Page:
The antiproliferative effects of alpha particles and CP, alone and in combination, were determined using a 3-bis (2 methoxy-4 nitro-5 sulfenyl)-(2H)-tetrazolium-5-carboxanilide (XTT) assay (Cell Proliferation Kit; Biological Industries). Cells (104 per well) were seeded in 96-well microplates that were implanted with escalating levels of 224Ra activity (radioactive microplates). Cells were allowed to grow for the required period; then, the activated XTT mixture was added to a final concentration of 0.33 mg/mL according to the manufacturer's instructions. After 2 hours of incubation, absorbance was analyzed using an automated spectrophotometer (VersaMax; Molecular Devices, Sunnyvale, Calif) at 475 nm wavelength.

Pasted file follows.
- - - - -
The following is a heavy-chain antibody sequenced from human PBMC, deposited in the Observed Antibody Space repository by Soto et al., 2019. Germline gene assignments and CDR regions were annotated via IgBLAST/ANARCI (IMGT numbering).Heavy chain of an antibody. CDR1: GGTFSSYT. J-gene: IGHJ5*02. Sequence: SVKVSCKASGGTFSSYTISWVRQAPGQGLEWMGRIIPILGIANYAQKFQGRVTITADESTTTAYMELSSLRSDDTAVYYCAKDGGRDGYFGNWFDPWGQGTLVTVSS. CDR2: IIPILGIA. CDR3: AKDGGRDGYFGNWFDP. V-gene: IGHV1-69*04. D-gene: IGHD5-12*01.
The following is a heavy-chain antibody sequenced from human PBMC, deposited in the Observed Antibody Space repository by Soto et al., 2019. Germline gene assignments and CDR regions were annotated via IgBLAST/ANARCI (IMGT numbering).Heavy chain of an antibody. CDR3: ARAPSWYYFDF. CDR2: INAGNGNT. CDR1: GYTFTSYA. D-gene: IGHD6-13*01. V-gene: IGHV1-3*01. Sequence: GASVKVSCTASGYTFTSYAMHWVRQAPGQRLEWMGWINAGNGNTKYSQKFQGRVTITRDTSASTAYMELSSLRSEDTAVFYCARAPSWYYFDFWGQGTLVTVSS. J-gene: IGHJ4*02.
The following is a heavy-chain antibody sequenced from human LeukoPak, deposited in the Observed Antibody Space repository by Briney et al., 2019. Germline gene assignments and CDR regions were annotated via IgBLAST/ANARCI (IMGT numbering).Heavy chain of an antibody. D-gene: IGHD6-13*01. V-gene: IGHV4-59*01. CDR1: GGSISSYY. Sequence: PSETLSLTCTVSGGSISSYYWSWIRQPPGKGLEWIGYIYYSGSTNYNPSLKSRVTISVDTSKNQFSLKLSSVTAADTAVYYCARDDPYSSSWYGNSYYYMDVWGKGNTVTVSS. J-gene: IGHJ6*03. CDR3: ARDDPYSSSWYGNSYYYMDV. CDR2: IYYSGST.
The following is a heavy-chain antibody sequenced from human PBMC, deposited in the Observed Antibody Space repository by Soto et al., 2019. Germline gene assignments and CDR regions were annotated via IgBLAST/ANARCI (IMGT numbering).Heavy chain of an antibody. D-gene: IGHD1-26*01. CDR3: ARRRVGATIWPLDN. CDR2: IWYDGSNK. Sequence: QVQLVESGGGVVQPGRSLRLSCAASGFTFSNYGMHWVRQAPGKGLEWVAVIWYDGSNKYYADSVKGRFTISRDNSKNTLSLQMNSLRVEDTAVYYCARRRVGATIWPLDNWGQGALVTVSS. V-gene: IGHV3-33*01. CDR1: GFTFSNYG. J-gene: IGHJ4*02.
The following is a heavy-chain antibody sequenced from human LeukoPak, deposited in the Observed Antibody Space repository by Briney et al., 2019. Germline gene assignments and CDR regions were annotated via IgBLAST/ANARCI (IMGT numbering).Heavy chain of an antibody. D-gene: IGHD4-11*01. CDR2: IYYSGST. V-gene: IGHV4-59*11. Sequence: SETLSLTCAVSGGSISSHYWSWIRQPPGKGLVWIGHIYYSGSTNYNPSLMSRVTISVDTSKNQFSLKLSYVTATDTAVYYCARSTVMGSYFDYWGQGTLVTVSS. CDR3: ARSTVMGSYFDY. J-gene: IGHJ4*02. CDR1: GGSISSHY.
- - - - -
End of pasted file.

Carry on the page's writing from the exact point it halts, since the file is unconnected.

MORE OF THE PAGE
Cells seeded on a thin (7.5 μm) kapton (polyimide) foil were irradiated by alpha particles traversing the foil from below. The setup (see scheme in Fig. 1) was comprised of 2 stainless-steel rings that were identical in diameter (35 mm) with a center hole of 9 mm. One of the rings was 3 mm high, and the second ring was 12 mm high. The kapton foil (Dupont, Luxembourg) was placed between the 2 rings (with the 12-mm ring on top) covering the hole; then, the rings were screwed tightly with a rubber O-ring to ensure impermeability (Fig. 1A). After ultraviolet light sterilization of the wells for at least 1 hour, cells were seeded on the foil at a density of 5 · 104 cells per well and were exposed to the alpha particle flux 24 hours later. Exposure was performed by positioning the cells seeded on the foil 9.8 mm above a silicon wafer coated with a thin layer of 4.0 μCi (148 kBq) 228Th in secular equilibrium with its daughters in air (Fig. 1B). The total alpha particle flux across the kapton foil was measured by an EG&G solid-state alpha particle detector (EG&:G ORTEC, Oak Ridge, Tenn). Exposure times were 0 minutes, 1 minute, and 3 minutes, and the average flux was 2.8 × 104 alpha particles/mm2 · miniutes across the exposed area. The calculated average dose rate, which was based on a Monte-Carlo calculation (not shown) and was performed using the SRIM-2003 code,29 was 0.75 ± 0.05 grays (Gy) per minute. The variations of the average dose rate across the irradiated area were on the order of 10% to 15%.